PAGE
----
Ventriloquist Jerry Morgan has to see another love affair fail. The reason: when the relationship reaches the point when it is time to discuss marriage, his doll Clarence becomes mean and ... See full summary »
When his job along with that of his co-worker are threatened, Walter takes action in the real world embarking on a global journey that turns into an adventure more extraordinary than anything he could have ever imagined.
Gangster's moll Honey Swanson goes into hiding when her boyfriend is under investigation by the police. Where better to hide than a musical research institute staffed entirely by lonely ... See full summary »
Loring "Red" Nichols is a cornet-playing country boy who goes to New York in the 1920s full of musical ambition and principles. He gets a job playing in Wil Paradise's band, but quits to ... See full summary »
Barbara Bel Geddes,
Paolo Coniglio (coniglio is the italian translaton of "rabbit") is a naive and clumsy writer in comics publishing, bullied by his manager and the terrible future mother-in-law. To escape ... See full summary »
Princess Margaret is travelling incognito to elope with her true love instead of marrying the man her father has betrothed her to. On the high seas, her ship is attacked by pirates who know... See full summary »
Hypochondriac Danny Weems gets drafted into the army and makes life miserable for his fellow GIs. He's also lovesick when it comes to pretty Mary Morgan, unaware that she's in love with his... See full summary »
In New York the clumsy Walter Mitty is the publisher of pulp fiction at the Pierce Publishing house owned by Bruce Pierce. He lives with his overbearing mother and neither his fiancée Gertrude Griswold and her mother nor his best friend Tubby Wadsworth respects him. Walter is an escapist and daydreams into a world of fantasy many times along the day. When Walter is commuting, he stumbles in the train with the gorgeous Rosalind van Hoorn who uses Walter to escape from her pursuer. Walter unintentionally gets involved with a dangerous ring of spies that are seeking a black book with notes about a hidden treasure. Written by
Claudio Carvalho, Rio de Janeiro, Brazil
The swastikas shown on the Spitfire are originally shown in reverse. Shortly thereafter they are shown the correct way round. Clearly the studio mocked up one side of a Spitfire and simply reversed the filmed image to 'show' both sides of the plane. See more »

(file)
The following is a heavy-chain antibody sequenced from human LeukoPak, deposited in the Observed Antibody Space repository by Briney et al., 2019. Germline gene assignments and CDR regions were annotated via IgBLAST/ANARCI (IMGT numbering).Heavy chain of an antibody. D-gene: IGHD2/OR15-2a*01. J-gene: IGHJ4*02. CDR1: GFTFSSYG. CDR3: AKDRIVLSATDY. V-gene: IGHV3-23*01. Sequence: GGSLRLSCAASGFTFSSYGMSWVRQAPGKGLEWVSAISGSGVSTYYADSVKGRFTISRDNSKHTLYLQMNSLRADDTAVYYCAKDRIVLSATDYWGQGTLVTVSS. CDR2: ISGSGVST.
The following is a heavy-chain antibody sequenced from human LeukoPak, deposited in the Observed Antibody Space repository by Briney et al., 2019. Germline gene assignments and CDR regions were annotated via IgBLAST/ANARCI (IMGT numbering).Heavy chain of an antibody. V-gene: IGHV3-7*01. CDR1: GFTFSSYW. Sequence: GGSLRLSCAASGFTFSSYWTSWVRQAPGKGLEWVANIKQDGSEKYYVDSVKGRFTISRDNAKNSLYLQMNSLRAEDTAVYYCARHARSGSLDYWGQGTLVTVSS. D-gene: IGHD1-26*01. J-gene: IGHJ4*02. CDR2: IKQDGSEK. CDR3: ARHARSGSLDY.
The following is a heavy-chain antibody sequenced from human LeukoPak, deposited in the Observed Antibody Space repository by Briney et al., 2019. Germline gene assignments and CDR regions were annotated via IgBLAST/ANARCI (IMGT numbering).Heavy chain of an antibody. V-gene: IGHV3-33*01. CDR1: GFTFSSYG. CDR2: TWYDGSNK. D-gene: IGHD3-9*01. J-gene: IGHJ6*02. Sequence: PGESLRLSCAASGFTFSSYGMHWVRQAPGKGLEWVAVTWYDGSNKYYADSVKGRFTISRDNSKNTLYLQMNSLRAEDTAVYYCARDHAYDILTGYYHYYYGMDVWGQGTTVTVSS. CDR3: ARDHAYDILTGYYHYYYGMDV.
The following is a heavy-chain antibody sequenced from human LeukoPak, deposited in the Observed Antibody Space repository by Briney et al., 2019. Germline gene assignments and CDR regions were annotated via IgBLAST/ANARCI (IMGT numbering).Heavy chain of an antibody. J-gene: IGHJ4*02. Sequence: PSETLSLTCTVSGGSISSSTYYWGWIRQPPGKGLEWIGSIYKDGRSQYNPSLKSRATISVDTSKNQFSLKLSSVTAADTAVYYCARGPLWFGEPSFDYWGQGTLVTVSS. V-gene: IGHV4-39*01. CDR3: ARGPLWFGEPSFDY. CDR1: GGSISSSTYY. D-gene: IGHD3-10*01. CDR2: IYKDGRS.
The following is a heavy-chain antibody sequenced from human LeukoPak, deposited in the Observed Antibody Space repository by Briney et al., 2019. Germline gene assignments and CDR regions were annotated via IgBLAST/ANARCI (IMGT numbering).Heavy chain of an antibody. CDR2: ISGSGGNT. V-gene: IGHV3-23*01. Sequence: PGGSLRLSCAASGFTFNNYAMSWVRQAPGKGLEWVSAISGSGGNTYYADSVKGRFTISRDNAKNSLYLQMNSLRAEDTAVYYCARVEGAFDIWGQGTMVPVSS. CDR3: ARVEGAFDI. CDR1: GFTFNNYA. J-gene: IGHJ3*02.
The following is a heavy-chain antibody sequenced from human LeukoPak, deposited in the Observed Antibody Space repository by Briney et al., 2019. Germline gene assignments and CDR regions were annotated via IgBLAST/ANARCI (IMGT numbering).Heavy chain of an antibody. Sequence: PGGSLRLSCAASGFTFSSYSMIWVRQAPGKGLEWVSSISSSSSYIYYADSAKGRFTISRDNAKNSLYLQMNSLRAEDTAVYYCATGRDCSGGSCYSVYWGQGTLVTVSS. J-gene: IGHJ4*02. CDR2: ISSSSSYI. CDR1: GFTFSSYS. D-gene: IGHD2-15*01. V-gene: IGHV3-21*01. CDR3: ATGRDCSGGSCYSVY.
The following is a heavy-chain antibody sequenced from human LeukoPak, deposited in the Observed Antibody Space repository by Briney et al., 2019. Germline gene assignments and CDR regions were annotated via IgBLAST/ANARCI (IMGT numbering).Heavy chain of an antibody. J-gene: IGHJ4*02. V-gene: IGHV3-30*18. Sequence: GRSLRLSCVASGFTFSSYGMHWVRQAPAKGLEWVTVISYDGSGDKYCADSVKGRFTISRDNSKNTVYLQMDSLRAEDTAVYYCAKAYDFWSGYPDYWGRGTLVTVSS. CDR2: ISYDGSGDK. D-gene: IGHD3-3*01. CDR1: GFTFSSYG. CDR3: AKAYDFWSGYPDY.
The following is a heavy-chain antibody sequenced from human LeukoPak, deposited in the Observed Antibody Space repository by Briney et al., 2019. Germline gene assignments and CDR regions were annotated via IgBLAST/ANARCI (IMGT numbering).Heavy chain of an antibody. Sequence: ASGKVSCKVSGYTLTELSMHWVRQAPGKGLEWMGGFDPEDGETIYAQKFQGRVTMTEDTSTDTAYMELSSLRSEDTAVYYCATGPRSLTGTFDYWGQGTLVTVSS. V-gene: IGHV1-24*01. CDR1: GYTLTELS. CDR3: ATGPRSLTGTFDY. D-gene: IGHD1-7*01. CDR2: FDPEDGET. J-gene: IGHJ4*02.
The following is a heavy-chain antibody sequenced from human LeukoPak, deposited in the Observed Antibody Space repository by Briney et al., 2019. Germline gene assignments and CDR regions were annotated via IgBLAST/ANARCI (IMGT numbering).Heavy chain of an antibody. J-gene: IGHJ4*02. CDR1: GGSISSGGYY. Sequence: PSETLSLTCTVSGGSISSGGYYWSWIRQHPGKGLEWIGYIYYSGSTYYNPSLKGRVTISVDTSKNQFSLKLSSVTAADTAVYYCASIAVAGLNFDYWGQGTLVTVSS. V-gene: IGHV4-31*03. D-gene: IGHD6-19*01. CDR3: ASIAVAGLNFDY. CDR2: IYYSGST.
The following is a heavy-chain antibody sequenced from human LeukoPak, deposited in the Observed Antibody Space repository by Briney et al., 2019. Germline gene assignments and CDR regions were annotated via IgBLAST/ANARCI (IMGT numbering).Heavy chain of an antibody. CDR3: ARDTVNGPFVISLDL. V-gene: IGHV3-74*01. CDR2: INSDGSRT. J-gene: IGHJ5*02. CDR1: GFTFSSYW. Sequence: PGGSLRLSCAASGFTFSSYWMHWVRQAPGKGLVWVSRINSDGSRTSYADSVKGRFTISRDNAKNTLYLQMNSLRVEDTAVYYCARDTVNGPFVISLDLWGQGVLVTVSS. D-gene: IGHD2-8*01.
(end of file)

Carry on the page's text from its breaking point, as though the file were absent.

Danny Kaye Shines as Thurber Gets The Goldwyn Treatment
While WONDER MAN and THE COURT JESTER might be more consistently wacky, I thought THE SECRET LIFE OF WALTER MITTY (TSLoWM) brought out the vulnerable side of Danny Kaye, one of my faves since childhood (I never missed any of Kaye's movies on WPIX when I was growing up). It usually gets on my nerves when I see movie characters allowing themselves to be as put-upon and henpecked as Kaye's Walter is here, but there was a sweetness about him that made me root for him instead of merely growling, "Oh, tell 'em all to go to hell already" -- and as a result, it's that much more satisfying when Walter finally does tell off his obnoxious so-called friends and loved ones (unlike such "comedies of cruelty" as MADHOUSE, where the last 10 minutes of Revenge Against The Oppressors are the only entertaining parts of the movie)! Although James Thurber, another of my faves, reportedly tried to buy off producer Samuel Goldwyn to keep the film from being made and hated the finished product, I think perhaps Thurber wasn't being quite fair. First off, books and film have different storytelling requirements, and second, the first 10 minutes are almost straight from Thurber's story (except it's Walter and his nagging mom instead of a nagging wife :-), and it seemed to me that the characters and performances had very Thurberesque qualities about them. Boris Karloff and Konstantin Shayne are delightfully unctuous villains (Fun Fact: their henchman, Henry Corden, later became the voice of Fred Flintstone!). As Walter's literal and figurative dream girl Rosalind van Hoorn, frequent Kaye co-star Virginia Mayo was thoroughly beguiling and never looked lovelier (and hey, the radiant Mayo was a size 12 and nobody considered *her* a "plus size," thank you very much! :-). TSLoWM also contains two of my favorite Kaye/Sylvia Fine musical numbers: "Symphony for Unstrung Tongue" (am I the only one who finds the line "He gets so excited that he has a solo passage" to be subtly salacious? :-) and "Anatole of Paris." To top it all off, it takes place primarily in my hometown and favorite city, New York City, and is set in one of my favorite milieus, pulp magazine publishing! My hubby and I like to think that Uncle Peter's grand home must be located in the Riverdale section of the Bronx, where we used to live, since it looks like the kind of homes we used to see while walking around in the Fieldston area and it didn't seem to take horrifically long for Walter and Rosalind to drive there from the Flatiron district of Manhattan! :-) (Interestingly, the interior of the van Hoorn home looks a lot like the interior of evil Bruno Anthony's home in STRANGERS ON A TRAIN; anybody know if these scenes might have been shot in the same house/set?) I wish the DVD extras had included deleted scenes (there's a bit in the trailer with Karloff and Corden in a pub that I definitely don't recall seeing in the finished film), but it was nice to see Virginia Mayo still alive and well (and bigger than "size 12," but on her it's pleasant plumpness, in my opinion! :-) in the intro and outro, even though she only had time to say one line about most of her co-stars ("Ann Rutherford was delightful...Fay Bainter was a consummate actress...").
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